80 Labour MPs say “Do as I say, not as I do” on AV

Mark Thompson reports on the 102 Labour MPs who signed up to be high profile supporters of the No2AV campaign - yet used AV in the Labour leadership elections.

One hudred and two Labour MPs have signed up to be high profile supporters of the No2AV campaign. They have made it clear that they do not want us to have the right to list candidates in order of preference for Westminster elections. The No2AV campaign has just launched its latest phase entitled “Keep One Person One Vote“. They are arguing that AV allows some voters to cast more than one vote.

This argument seems utterly unconvincing to those of us who argue AV just gives one vote to each person but that vote is transferable.

It means all electors have the chance to have their say about who is ultimately elected by being able to express a preference about who is chosen from candidates in later rounds even if their initial first (or second etc.) choice is eliminated.

But what seems odd about the 102 Labour MPs who are supporting No2AV is that AV is used for Labour leadership elections. And if the argument that AV gives some voters “more than one vote” (and hence is in some way undemocratic) is to hold any water then surely that would equally apply in leadership elections as it would to Westminster elections?

So you might expect that those Labour MPs when it came to the leadership election last year would stick to their principles and only cast one vote. Otherwise by their own terms they would be getting unfair “extra votes”.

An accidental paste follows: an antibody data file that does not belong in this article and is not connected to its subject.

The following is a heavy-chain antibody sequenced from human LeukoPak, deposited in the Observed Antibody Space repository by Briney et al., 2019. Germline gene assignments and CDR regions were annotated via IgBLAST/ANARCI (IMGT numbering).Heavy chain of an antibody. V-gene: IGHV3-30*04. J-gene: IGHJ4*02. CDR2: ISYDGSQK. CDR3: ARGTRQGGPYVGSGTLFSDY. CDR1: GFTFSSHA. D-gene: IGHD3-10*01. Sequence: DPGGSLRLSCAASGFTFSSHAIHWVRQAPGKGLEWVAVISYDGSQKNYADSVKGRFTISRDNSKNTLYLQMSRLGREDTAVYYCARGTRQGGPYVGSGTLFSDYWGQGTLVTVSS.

But examination of the figures (taken from the Labour No2AV site cross referenced with how MPs voted last year from the Labour Party site) shows (xls):

• Only 22 of them marked one preference;

• 20 of them marked two preferences;

• 7 marked 3;

• 12 marked 4;

• And 41 of those No2AV Labour MPs marked all 5 preferences.

In total 80 out of the 102 marked more than one preference taking advantage of the fact that AV allowed their votes to be transferred.

Some will doubtless argue that voting for the leader of a party is different to voting for an MP. But the way the No2AV campaign has been pushing this “Keep One Person One Vote” argument has been from the standpoint of it being a fundamental democratic principle and that AV breaks it. That would apply no matter who or what is being elected.

The 80 Labour MPs who have signed up to this campaign whilst only very recently taking advantage of the extra breadth of democratic choice AV offers would do well to reflect on why they are happy to deny the rest of us that same choice for Westminster elections.

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